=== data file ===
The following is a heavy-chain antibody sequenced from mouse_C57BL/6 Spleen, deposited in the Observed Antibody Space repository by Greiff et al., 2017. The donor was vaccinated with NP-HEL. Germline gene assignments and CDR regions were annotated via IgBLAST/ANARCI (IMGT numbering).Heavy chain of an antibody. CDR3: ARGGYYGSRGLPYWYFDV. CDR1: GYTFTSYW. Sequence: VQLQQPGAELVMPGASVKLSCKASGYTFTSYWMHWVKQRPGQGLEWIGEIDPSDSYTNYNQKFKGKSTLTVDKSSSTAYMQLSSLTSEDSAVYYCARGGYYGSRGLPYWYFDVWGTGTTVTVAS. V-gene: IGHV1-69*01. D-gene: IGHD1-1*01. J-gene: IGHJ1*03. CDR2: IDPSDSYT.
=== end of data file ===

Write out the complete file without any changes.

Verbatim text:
The following is a heavy-chain antibody sequenced from mouse_C57BL/6 Spleen, deposited in the Observed Antibody Space repository by Greiff et al., 2017. The donor was vaccinated with NP-HEL. Germline gene assignments and CDR regions were annotated via IgBLAST/ANARCI (IMGT numbering).Heavy chain of an antibody. CDR3: ARGGYYGSRGLPYWYFDV. CDR1: GYTFTSYW. Sequence: VQLQQPGAELVMPGASVKLSCKASGYTFTSYWMHWVKQRPGQGLEWIGEIDPSDSYTNYNQKFKGKSTLTVDKSSSTAYMQLSSLTSEDSAVYYCARGGYYGSRGLPYWYFDVWGTGTTVTVAS. V-gene: IGHV1-69*01. D-gene: IGHD1-1*01. J-gene: IGHJ1*03. CDR2: IDPSDSYT.